Has time run out for the comet lander Philae?
The robotic spacecraft’s silence since July 2015 is feared to be for good, as it has not yet responded to any attempts of contact from Earth. By the end of this month, Comet 67P/Churyumov-Gerasimenko where Philae is located will have travelled so far from the sun that it will be too cold for the lander to function.
On Sunday, the German Aerospace Center (DLR) tried to activate the Philae flywheel via blind commanding in order to change its position. Unfortunately, the team received no feedback from its move, which is considered one of the last efforts at bringing the lander back to life.
"We have not gotten any feedback on its success, but this could also be the signal going from Philae to Rosetta,” said a DLR spokesman speaking from the Lander Control Center in Cologne, Germany.
The spokesperson added that the Osiris camera on the Rosetta spacecraft, which is Philae’s mothership, took a couple of images that are now being analyzed in search of a dust cloud that could have been caused by Philae changing its position.
When it touched down on Comet 67P in November 2014 (a good 317 million miles away from Earth), Philae was easily one of the biggest successes of the European Space Agency. However, there was no honeymoon period, so to speak, for the lander, as it was immediately hit by issues.
Philae bounced a number of times, which scraped the crater rim.
“[It was] on a landing site that was so [harsh] that we would never have dared to land there,” recalled DLR’s Stephan Ulamec of the mission.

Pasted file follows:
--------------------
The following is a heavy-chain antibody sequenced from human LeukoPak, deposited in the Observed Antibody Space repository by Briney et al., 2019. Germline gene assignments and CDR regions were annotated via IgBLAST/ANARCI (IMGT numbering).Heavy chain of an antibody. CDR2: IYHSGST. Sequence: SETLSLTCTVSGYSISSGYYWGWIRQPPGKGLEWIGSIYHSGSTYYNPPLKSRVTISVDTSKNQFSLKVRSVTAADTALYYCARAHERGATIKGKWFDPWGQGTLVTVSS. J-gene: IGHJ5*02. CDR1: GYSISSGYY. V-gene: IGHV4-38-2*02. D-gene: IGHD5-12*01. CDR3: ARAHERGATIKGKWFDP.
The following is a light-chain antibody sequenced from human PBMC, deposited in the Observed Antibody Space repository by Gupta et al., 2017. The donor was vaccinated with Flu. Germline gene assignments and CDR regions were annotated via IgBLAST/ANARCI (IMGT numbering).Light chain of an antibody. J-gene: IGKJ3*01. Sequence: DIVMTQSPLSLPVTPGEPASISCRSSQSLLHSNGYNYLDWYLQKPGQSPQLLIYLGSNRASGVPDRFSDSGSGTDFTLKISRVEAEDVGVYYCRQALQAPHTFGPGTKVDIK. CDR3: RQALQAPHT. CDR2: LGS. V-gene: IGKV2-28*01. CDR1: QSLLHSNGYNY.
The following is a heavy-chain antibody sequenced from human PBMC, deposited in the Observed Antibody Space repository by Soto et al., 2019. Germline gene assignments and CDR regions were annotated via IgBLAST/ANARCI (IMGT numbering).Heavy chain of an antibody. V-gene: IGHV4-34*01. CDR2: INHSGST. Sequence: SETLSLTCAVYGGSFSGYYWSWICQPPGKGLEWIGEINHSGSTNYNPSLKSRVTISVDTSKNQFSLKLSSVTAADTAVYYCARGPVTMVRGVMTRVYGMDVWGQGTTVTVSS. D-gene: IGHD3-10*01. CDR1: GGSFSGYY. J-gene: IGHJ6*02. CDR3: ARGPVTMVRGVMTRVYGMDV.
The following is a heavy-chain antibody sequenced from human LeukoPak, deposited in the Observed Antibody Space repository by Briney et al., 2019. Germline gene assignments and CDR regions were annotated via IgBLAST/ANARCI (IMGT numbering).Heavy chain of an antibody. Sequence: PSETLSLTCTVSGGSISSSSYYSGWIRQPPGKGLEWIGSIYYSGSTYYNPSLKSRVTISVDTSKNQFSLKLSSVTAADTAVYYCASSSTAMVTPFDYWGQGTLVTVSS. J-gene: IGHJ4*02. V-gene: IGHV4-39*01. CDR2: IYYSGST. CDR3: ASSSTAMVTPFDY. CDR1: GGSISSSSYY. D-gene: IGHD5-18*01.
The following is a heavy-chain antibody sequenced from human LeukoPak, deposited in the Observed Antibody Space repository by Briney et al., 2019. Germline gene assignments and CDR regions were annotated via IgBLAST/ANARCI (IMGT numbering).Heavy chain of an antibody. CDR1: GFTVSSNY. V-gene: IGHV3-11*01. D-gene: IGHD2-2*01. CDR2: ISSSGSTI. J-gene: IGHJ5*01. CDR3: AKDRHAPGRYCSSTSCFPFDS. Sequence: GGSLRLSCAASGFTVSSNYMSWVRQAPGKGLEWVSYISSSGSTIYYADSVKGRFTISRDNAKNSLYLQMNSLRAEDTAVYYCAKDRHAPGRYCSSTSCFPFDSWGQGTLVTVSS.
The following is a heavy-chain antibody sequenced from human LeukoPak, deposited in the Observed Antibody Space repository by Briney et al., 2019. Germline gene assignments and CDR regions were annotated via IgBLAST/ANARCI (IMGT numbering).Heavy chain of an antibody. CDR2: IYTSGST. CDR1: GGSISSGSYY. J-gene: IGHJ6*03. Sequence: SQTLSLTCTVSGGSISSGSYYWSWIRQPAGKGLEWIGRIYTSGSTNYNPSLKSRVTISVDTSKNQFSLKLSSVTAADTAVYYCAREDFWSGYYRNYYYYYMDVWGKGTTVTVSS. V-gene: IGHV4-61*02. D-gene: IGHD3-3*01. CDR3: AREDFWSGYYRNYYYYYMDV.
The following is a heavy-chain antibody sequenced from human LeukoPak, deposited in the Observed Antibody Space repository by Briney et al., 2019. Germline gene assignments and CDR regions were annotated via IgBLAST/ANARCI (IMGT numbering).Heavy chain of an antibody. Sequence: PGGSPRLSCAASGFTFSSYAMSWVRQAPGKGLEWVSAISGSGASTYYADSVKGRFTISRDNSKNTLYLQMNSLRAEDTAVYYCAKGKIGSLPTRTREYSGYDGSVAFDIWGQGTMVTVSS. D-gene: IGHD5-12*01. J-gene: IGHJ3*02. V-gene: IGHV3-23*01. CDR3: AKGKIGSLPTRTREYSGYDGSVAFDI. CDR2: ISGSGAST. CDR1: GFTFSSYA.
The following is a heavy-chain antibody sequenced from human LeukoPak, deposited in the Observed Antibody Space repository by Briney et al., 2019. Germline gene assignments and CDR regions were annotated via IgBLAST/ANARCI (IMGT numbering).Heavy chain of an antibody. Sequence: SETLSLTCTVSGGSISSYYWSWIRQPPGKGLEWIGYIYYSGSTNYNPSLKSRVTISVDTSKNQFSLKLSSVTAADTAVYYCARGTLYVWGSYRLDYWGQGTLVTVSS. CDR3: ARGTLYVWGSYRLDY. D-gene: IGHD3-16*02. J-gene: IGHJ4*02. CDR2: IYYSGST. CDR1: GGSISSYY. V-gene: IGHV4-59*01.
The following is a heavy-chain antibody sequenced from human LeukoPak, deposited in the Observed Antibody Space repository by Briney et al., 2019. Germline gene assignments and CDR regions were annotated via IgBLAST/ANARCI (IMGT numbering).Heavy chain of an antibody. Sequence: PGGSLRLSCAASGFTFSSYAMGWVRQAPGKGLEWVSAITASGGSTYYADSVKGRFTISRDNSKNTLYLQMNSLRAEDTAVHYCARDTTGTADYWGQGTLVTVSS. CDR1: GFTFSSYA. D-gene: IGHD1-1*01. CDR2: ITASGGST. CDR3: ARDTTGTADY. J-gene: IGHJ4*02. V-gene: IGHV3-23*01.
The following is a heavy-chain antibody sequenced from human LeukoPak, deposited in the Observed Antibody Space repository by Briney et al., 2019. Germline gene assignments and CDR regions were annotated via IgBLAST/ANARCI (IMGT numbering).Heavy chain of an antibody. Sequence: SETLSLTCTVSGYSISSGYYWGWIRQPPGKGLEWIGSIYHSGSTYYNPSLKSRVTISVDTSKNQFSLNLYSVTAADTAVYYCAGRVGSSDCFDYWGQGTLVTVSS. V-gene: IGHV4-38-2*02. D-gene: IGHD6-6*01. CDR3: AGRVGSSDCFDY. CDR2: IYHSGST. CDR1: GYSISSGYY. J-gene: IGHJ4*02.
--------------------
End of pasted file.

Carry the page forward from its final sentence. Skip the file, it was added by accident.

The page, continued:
It went to safe mode when its batteries ran low because of scarce sunlight and an unexpected landing location. Inspite of the setbacks, scientists said Philae had been a survivor for being able to communicate great results.
It was when the comet came closer to the sun and allowed for the so-called sleeping beauty to recharge. The lander woke from a seven-month sleep in June 2015, sending a message home. Using the Rosetta space probe as a relay, it sent a “Hello” that lasted for 85 seconds.
The comet lander unfortunately retreated back to silence in July.
‘Time Is Running Out’
In a blog published on Friday, Ulamec and the mission center expressed concern over Philae’s silence, as the comet has been straying further and further away from the sun each day. Conditions have then become more and more “lander-hostile” or too cold for the lander.
In a hopeful scenario, Philae technical manager Koen Geurts explained that the spacecraft might shake dust from its solar panels to better align itself with the sun.
On the other hand, Philae may be completely unable to respond, which was what occurred on Sunday.
Now, the team hopes the lander has not tilted over or become enveloped in excess dust, a particularly grim situation on an active comet that ejects gas and dust into the outer space.
By the end of January, Comet 67P will be over 300 million kilometers (about 186 million miles) away from the sun, which is a fatal temperature of -51 degrees Celsius on the comet lander. Rosetta is also intended to be operational until September this year, but its solar panels and battery levels will be affected by the comet's movement.
Despite the “small chance,” as predicted by Philae operations manager Cinzia Fantinati of DLR’s control team, Rosetta’s communication unit will stay switched on and continue tuning in to Philae after January.